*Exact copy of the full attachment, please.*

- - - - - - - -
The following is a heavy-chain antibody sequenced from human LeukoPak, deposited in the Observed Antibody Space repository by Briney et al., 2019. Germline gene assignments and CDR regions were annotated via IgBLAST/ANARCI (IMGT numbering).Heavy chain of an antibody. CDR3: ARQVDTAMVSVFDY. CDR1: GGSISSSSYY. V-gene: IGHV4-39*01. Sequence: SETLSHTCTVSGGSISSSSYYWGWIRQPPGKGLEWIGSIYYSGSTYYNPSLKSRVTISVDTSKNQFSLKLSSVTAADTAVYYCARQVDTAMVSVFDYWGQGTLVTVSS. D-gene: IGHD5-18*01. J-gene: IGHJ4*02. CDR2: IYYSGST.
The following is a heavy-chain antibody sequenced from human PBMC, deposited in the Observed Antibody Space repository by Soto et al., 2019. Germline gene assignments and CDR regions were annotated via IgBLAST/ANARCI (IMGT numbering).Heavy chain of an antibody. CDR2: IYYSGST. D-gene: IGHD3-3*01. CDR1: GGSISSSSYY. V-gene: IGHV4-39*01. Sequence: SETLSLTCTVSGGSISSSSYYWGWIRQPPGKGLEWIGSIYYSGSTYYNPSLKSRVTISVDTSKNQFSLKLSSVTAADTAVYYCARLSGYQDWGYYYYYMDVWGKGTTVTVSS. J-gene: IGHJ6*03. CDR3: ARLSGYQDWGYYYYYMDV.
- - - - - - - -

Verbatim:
The following is a heavy-chain antibody sequenced from human LeukoPak, deposited in the Observed Antibody Space repository by Briney et al., 2019. Germline gene assignments and CDR regions were annotated via IgBLAST/ANARCI (IMGT numbering).Heavy chain of an antibody. CDR3: ARQVDTAMVSVFDY. CDR1: GGSISSSSYY. V-gene: IGHV4-39*01. Sequence: SETLSHTCTVSGGSISSSSYYWGWIRQPPGKGLEWIGSIYYSGSTYYNPSLKSRVTISVDTSKNQFSLKLSSVTAADTAVYYCARQVDTAMVSVFDYWGQGTLVTVSS. D-gene: IGHD5-18*01. J-gene: IGHJ4*02. CDR2: IYYSGST.
The following is a heavy-chain antibody sequenced from human PBMC, deposited in the Observed Antibody Space repository by Soto et al., 2019. Germline gene assignments and CDR regions were annotated via IgBLAST/ANARCI (IMGT numbering).Heavy chain of an antibody. CDR2: IYYSGST. D-gene: IGHD3-3*01. CDR1: GGSISSSSYY. V-gene: IGHV4-39*01. Sequence: SETLSLTCTVSGGSISSSSYYWGWIRQPPGKGLEWIGSIYYSGSTYYNPSLKSRVTISVDTSKNQFSLKLSSVTAADTAVYYCARLSGYQDWGYYYYYMDVWGKGTTVTVSS. J-gene: IGHJ6*03. CDR3: ARLSGYQDWGYYYYYMDV.